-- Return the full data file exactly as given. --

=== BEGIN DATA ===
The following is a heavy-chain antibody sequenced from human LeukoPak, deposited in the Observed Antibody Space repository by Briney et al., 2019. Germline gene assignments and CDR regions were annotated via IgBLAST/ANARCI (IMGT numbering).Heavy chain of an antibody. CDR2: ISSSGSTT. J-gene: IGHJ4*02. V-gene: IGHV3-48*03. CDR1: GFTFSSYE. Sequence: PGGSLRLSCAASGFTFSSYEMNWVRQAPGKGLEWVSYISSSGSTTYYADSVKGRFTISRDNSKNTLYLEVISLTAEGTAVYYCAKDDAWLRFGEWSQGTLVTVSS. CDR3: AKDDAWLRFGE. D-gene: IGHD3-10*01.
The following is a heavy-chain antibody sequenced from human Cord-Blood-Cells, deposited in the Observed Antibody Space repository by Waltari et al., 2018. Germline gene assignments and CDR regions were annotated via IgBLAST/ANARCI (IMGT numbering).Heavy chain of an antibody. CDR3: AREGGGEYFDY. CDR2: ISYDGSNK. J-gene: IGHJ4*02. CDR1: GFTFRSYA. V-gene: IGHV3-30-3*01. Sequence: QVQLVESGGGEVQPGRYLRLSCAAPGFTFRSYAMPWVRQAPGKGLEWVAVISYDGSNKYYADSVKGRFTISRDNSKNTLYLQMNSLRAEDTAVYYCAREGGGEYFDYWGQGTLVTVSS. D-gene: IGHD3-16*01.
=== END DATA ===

The following is a heavy-chain antibody sequenced from human LeukoPak, deposited in the Observed Antibody Space repository by Briney et al., 2019. Germline gene assignments and CDR regions were annotated via IgBLAST/ANARCI (IMGT numbering).Heavy chain of an antibody. CDR2: ISSSGSTT. J-gene: IGHJ4*02. V-gene: IGHV3-48*03. CDR1: GFTFSSYE. Sequence: PGGSLRLSCAASGFTFSSYEMNWVRQAPGKGLEWVSYISSSGSTTYYADSVKGRFTISRDNSKNTLYLEVISLTAEGTAVYYCAKDDAWLRFGEWSQGTLVTVSS. CDR3: AKDDAWLRFGE. D-gene: IGHD3-10*01.
The following is a heavy-chain antibody sequenced from human Cord-Blood-Cells, deposited in the Observed Antibody Space repository by Waltari et al., 2018. Germline gene assignments and CDR regions were annotated via IgBLAST/ANARCI (IMGT numbering).Heavy chain of an antibody. CDR3: AREGGGEYFDY. CDR2: ISYDGSNK. J-gene: IGHJ4*02. CDR1: GFTFRSYA. V-gene: IGHV3-30-3*01. Sequence: QVQLVESGGGEVQPGRYLRLSCAAPGFTFRSYAMPWVRQAPGKGLEWVAVISYDGSNKYYADSVKGRFTISRDNSKNTLYLQMNSLRAEDTAVYYCAREGGGEYFDYWGQGTLVTVSS. D-gene: IGHD3-16*01.